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Get The Mundays To Japan
$300 Raised
2% of $20k goal
2 contributors
0 days left
Ended Mar 13, 2014
We have our Japan visas! Yay! We have a wide-open door to work with believers in Kanazawa or Ome! We have been “living light” ever since arriving in the US in '09, ready to move back to Japan when the door opened. We both know Japanese and ... More ...

We have our Japan visas! Yay! We have a wide-open door to work with believers in Kanazawa or Ome! Yay!

We are ready to go and our visas expire on May 4th.... There's just ONE piece we do NOT yet have – $15,000 to $20,000 to fly there, move our stuff, make start-up payments on a rental property, and furnish it.

We have been “living light” ever since arriving in the US in '09, ready to move back to Japan when the door opened. We both know Japanese and have years (Stephen 12, Abigail 8) of experience living and working in a number of places around Japan. We will have month-to-month income, thanks to Stephen's business venture with a Christian Japanese partner in Osaka, Japan.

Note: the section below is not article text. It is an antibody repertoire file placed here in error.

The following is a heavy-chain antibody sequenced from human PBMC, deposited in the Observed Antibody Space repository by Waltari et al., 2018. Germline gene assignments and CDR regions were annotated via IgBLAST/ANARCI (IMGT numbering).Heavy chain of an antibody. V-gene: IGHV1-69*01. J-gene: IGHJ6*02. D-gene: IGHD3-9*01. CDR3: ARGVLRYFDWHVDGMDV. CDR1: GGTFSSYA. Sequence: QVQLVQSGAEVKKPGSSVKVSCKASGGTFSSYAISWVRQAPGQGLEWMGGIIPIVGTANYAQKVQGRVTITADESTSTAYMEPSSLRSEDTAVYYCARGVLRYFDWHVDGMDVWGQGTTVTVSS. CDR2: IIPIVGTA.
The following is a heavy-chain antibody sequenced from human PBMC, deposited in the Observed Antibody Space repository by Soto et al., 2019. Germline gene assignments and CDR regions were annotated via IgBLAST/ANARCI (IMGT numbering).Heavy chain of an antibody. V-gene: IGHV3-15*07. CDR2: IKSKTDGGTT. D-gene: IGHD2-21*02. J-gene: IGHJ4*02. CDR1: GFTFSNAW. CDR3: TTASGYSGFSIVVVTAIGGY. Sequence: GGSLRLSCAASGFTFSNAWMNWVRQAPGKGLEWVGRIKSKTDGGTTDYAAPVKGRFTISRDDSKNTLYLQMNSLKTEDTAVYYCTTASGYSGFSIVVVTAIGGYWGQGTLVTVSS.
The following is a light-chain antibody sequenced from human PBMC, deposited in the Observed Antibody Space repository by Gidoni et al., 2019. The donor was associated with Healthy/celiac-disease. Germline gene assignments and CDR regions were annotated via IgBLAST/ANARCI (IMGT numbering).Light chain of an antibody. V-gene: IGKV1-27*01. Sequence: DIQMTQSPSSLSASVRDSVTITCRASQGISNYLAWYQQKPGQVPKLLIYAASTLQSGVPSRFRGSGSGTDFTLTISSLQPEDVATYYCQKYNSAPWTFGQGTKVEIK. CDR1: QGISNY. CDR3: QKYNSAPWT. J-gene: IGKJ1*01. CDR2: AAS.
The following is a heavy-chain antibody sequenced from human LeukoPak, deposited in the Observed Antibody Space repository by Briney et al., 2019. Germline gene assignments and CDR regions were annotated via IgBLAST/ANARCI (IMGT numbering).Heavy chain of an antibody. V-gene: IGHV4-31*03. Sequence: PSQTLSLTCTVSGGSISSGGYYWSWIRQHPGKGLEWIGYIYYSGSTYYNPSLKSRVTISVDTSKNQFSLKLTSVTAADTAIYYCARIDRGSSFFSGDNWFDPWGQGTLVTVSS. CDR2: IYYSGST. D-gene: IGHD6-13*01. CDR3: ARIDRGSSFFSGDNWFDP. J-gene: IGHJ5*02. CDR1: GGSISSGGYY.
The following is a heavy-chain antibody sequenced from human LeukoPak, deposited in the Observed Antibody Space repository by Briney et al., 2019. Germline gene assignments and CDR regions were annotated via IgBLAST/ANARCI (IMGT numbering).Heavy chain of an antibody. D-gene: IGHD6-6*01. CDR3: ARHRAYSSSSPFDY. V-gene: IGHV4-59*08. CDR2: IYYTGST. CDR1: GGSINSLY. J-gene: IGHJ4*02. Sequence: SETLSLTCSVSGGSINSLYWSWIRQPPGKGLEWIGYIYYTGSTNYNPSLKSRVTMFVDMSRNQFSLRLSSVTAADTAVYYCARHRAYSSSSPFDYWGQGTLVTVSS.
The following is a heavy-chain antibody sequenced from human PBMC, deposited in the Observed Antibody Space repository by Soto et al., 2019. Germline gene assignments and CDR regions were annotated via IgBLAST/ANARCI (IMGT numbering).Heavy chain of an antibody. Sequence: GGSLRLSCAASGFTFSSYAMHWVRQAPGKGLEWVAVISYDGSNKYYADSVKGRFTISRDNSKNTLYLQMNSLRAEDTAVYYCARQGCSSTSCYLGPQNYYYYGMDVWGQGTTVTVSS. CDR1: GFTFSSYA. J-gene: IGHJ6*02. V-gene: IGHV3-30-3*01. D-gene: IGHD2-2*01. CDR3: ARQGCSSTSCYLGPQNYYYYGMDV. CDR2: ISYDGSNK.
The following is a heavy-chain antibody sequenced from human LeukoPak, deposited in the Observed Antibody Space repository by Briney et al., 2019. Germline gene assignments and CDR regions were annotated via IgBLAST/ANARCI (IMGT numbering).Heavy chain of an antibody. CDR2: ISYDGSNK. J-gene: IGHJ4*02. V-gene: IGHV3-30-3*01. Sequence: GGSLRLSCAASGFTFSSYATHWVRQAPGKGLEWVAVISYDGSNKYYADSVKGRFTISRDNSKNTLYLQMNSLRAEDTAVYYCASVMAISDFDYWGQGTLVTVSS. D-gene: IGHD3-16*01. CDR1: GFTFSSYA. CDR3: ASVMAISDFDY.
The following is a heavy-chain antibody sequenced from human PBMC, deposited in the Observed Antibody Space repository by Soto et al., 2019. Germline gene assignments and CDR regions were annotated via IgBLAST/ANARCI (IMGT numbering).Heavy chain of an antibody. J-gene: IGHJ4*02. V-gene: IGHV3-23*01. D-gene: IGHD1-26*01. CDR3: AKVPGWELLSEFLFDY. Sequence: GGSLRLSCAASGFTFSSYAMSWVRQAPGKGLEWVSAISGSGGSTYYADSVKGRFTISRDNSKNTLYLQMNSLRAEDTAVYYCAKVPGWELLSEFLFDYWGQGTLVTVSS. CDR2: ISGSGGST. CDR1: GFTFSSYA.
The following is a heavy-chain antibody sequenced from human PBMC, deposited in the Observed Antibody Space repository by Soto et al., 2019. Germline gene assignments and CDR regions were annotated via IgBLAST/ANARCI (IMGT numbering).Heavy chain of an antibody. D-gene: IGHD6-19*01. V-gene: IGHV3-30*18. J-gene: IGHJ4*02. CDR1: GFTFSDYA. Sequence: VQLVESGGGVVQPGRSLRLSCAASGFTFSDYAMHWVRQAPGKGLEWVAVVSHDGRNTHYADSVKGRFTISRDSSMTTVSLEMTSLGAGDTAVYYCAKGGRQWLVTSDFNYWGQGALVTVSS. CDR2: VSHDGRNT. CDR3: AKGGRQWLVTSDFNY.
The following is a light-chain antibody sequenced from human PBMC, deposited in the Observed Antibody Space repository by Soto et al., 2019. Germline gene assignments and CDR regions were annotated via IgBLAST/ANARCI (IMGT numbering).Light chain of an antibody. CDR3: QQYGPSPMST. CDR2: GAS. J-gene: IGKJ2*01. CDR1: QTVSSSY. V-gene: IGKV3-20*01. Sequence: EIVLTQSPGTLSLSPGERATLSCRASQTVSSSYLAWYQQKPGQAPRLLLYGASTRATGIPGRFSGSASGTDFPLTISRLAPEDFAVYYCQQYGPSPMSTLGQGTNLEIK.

The Story So Far ...

(Actually, the story of our involvement in Japan goes back to the very early 90s, so we are skipping a lot of that here. If you want to know more about all those details, contact us here --

In early February we received the good news that our visas had come through. (Technically, we have received what is called a “Certificate of Eligibility” which is what we use to get the visas stamped in our passports.)